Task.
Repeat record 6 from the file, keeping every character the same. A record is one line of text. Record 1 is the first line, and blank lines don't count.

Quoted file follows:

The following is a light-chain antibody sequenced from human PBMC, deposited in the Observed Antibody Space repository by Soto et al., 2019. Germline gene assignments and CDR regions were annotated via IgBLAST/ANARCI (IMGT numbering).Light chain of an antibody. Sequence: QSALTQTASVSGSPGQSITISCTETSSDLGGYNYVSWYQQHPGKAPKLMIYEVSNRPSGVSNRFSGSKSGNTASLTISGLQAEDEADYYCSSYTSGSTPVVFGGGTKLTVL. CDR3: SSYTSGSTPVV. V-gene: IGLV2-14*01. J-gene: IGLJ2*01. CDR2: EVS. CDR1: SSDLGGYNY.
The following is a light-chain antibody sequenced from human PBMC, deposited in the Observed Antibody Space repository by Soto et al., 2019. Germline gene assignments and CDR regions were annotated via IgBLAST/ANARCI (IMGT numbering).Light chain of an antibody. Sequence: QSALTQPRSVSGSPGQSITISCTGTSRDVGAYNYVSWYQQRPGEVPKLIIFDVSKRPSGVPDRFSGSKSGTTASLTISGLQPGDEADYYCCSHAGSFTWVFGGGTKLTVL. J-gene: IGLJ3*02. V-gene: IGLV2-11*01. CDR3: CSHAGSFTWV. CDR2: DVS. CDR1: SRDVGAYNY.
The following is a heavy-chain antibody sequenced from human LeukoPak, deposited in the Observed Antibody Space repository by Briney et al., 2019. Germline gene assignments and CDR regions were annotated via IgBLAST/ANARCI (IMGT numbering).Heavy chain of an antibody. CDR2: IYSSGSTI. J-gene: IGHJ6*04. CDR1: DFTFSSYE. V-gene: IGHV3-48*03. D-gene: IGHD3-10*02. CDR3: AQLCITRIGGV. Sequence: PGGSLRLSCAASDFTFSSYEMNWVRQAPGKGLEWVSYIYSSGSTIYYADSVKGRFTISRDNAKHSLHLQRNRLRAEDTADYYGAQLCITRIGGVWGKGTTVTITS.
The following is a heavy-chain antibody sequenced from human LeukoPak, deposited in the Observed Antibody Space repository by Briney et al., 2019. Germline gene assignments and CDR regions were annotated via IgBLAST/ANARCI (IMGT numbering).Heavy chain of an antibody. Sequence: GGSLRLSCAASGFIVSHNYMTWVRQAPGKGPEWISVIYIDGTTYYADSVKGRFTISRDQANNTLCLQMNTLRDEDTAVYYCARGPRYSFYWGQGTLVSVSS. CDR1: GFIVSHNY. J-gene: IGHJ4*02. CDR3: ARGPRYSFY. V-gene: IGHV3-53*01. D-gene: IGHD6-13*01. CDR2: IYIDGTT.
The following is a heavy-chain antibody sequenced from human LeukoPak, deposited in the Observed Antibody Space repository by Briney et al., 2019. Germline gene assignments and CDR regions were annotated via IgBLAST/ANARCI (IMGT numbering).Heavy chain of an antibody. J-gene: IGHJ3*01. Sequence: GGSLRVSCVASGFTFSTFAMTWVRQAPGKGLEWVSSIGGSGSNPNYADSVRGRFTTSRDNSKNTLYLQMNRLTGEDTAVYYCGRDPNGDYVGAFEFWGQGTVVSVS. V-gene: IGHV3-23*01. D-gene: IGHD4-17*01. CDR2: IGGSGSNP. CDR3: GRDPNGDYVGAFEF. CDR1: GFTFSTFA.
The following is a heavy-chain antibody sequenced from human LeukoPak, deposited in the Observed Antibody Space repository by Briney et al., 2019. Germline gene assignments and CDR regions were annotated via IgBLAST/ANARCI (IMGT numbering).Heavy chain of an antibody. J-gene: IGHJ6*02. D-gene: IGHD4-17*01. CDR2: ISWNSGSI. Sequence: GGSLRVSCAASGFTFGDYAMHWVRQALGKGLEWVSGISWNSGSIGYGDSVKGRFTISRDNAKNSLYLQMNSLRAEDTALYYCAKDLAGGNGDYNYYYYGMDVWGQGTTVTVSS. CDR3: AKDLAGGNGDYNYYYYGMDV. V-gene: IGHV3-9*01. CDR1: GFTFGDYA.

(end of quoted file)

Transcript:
The following is a heavy-chain antibody sequenced from human LeukoPak, deposited in the Observed Antibody Space repository by Briney et al., 2019. Germline gene assignments and CDR regions were annotated via IgBLAST/ANARCI (IMGT numbering).Heavy chain of an antibody. J-gene: IGHJ6*02. D-gene: IGHD4-17*01. CDR2: ISWNSGSI. Sequence: GGSLRVSCAASGFTFGDYAMHWVRQALGKGLEWVSGISWNSGSIGYGDSVKGRFTISRDNAKNSLYLQMNSLRAEDTALYYCAKDLAGGNGDYNYYYYGMDVWGQGTTVTVSS. CDR3: AKDLAGGNGDYNYYYYGMDV. V-gene: IGHV3-9*01. CDR1: GFTFGDYA.